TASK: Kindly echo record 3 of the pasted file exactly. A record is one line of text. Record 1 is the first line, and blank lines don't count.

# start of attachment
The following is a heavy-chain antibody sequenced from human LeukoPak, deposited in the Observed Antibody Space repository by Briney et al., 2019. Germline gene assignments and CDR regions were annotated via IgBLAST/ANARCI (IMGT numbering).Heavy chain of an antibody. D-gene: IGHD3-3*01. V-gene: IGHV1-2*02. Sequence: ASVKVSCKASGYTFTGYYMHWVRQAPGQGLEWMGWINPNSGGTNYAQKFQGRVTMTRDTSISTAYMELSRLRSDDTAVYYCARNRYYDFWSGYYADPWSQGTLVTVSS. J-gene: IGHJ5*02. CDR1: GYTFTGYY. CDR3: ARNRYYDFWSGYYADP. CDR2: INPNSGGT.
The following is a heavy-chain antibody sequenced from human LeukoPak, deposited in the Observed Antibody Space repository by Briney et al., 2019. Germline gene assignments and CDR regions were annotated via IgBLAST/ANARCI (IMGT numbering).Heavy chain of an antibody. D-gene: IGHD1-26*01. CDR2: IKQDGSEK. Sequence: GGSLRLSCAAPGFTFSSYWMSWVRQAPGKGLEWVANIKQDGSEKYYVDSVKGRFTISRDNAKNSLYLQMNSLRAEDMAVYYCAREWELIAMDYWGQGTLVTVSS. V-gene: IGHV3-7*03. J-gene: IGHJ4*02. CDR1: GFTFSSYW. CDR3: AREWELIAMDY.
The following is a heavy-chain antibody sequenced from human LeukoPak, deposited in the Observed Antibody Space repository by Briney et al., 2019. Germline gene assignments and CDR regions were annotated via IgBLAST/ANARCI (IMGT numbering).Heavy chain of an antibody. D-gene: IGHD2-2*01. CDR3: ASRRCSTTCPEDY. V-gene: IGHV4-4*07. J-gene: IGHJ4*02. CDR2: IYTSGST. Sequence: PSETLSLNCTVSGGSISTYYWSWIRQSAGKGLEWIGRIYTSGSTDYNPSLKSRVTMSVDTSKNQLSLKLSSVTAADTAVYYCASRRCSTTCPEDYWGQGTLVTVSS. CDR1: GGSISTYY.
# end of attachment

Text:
The following is a heavy-chain antibody sequenced from human LeukoPak, deposited in the Observed Antibody Space repository by Briney et al., 2019. Germline gene assignments and CDR regions were annotated via IgBLAST/ANARCI (IMGT numbering).Heavy chain of an antibody. D-gene: IGHD2-2*01. CDR3: ASRRCSTTCPEDY. V-gene: IGHV4-4*07. J-gene: IGHJ4*02. CDR2: IYTSGST. Sequence: PSETLSLNCTVSGGSISTYYWSWIRQSAGKGLEWIGRIYTSGSTDYNPSLKSRVTMSVDTSKNQLSLKLSSVTAADTAVYYCASRRCSTTCPEDYWGQGTLVTVSS. CDR1: GGSISTYY.